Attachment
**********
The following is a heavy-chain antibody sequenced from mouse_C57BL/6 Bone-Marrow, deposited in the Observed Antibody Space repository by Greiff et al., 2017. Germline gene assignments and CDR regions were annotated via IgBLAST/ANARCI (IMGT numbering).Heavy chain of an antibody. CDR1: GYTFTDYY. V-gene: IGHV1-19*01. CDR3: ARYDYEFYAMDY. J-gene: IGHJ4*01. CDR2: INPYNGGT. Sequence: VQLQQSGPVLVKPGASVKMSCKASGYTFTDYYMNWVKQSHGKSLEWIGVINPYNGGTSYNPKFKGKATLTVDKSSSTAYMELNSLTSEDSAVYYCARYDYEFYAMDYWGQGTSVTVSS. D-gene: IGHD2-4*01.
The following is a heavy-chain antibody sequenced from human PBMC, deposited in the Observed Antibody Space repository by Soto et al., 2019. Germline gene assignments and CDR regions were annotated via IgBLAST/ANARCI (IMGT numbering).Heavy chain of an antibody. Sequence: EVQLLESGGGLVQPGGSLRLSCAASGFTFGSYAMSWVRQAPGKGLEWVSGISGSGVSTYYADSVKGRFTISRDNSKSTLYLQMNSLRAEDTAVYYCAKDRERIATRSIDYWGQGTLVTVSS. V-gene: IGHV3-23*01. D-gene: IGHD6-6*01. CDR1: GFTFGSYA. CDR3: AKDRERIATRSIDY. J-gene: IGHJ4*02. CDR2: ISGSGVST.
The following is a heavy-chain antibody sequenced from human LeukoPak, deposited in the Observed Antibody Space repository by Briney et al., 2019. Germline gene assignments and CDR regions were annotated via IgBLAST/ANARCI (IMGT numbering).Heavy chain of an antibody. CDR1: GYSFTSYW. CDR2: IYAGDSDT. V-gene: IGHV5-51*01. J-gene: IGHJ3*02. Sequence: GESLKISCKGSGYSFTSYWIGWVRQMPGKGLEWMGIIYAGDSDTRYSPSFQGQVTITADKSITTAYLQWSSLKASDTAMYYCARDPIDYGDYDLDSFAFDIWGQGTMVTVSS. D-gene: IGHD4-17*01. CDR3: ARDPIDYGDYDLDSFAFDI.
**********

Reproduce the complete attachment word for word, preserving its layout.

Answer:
The following is a heavy-chain antibody sequenced from mouse_C57BL/6 Bone-Marrow, deposited in the Observed Antibody Space repository by Greiff et al., 2017. Germline gene assignments and CDR regions were annotated via IgBLAST/ANARCI (IMGT numbering).Heavy chain of an antibody. CDR1: GYTFTDYY. V-gene: IGHV1-19*01. CDR3: ARYDYEFYAMDY. J-gene: IGHJ4*01. CDR2: INPYNGGT. Sequence: VQLQQSGPVLVKPGASVKMSCKASGYTFTDYYMNWVKQSHGKSLEWIGVINPYNGGTSYNPKFKGKATLTVDKSSSTAYMELNSLTSEDSAVYYCARYDYEFYAMDYWGQGTSVTVSS. D-gene: IGHD2-4*01.
The following is a heavy-chain antibody sequenced from human PBMC, deposited in the Observed Antibody Space repository by Soto et al., 2019. Germline gene assignments and CDR regions were annotated via IgBLAST/ANARCI (IMGT numbering).Heavy chain of an antibody. Sequence: EVQLLESGGGLVQPGGSLRLSCAASGFTFGSYAMSWVRQAPGKGLEWVSGISGSGVSTYYADSVKGRFTISRDNSKSTLYLQMNSLRAEDTAVYYCAKDRERIATRSIDYWGQGTLVTVSS. V-gene: IGHV3-23*01. D-gene: IGHD6-6*01. CDR1: GFTFGSYA. CDR3: AKDRERIATRSIDY. J-gene: IGHJ4*02. CDR2: ISGSGVST.
The following is a heavy-chain antibody sequenced from human LeukoPak, deposited in the Observed Antibody Space repository by Briney et al., 2019. Germline gene assignments and CDR regions were annotated via IgBLAST/ANARCI (IMGT numbering).Heavy chain of an antibody. CDR1: GYSFTSYW. CDR2: IYAGDSDT. V-gene: IGHV5-51*01. J-gene: IGHJ3*02. Sequence: GESLKISCKGSGYSFTSYWIGWVRQMPGKGLEWMGIIYAGDSDTRYSPSFQGQVTITADKSITTAYLQWSSLKASDTAMYYCARDPIDYGDYDLDSFAFDIWGQGTMVTVSS. D-gene: IGHD4-17*01. CDR3: ARDPIDYGDYDLDSFAFDI.